By: Matthew W. Singel
The question of how thin roller compacted concrete (RCC) pavement can be placed is being asked more frequently. As residential and commercial applications are finding a fit with RCC, thinner pavement sections are being constructed. Traditionally, RCC pavements have been installed at large industrial facilities (e.g. sea ports, tank hardstands, logging yards) requiring pavement sections as thick as 18 to 22 inches, constructed with multi-lift placement techniques. However, RCC’s popularity is growing fastest in applications that require thinner sections.
The Portland Cement Association’s (PCA’s) RCC Pave software encourages a 4-inch minimum pavement thickness, for constructability reasons. Many projects have employed 4 and 5 inch thin RCC pavement throughout the U.S., including:
Plant Vogtle; Waynesboro, GA (2011); parking - 4 inches
Volkswagen Auto Manufacturing Plant; Chattanooga, TN (2010); parking – 4 inches
Jack Daniel’s Distillery; Lynchburg, TN (2011); parking – 5 inches
Honda Auto Manufacturing Plant; Lincoln, AL (2000 & 2004); access roads – 5 inches
A Retail Lumber Store; Ft. Payne, TN (1998); lumber storage yard – 5 inches
Saturn Auto Manufacturing Plant; Spring Hill, TN (1989); parking – 5 inches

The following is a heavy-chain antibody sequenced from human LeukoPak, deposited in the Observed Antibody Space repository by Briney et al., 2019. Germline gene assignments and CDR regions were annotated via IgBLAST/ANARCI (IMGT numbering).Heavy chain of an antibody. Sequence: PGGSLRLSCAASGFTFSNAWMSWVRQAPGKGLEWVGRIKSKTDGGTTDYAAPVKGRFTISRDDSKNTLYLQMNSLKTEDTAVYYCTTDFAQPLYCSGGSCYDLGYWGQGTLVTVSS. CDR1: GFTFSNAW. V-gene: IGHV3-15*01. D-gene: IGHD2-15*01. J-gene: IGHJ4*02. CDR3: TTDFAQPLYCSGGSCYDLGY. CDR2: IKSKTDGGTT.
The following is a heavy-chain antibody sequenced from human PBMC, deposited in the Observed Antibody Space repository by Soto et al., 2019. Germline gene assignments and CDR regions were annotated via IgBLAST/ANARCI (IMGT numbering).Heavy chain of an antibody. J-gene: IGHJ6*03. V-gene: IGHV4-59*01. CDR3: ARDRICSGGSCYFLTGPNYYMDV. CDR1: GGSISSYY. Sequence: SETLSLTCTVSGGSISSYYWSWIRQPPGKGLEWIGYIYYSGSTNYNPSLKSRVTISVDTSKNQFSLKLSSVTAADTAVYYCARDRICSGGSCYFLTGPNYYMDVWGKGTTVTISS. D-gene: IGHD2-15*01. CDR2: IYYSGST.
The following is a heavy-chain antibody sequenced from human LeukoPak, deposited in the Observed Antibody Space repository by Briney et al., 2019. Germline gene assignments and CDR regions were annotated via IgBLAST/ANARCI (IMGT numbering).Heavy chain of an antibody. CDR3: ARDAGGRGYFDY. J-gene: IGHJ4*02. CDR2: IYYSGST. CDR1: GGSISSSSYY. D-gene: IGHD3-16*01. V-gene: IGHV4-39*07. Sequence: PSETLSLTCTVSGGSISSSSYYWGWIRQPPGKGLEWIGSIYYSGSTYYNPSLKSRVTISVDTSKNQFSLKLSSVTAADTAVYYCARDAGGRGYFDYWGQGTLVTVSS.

Why choose RCC? Because RCC can be designed and placed for lower cost than an equivalent asphalt/flexible pavement on many projects--and provide a higher level of performance. CCT can help road agencies and engineers determine if RCC is the right choice for a project. Give us a call.
"This blog was previously posted in the Cement Council of Texas' "Texas Cement and Concrete Blog" (now inactive) and was carried forward to the current blog ("Cementx Pavement Blog") as it contains content that may be of interest to the reader".
The Cementx Pavement Blog seeks to make pavement owners, engineers and contractors smarter about selecting, designing, constructing and maintaining pavements. New blog postings began February 1, 2017; however, we carried over pavement-related blog postings from our older blog, the "Texas Cement and Concrete Blog," which ran until December 2016.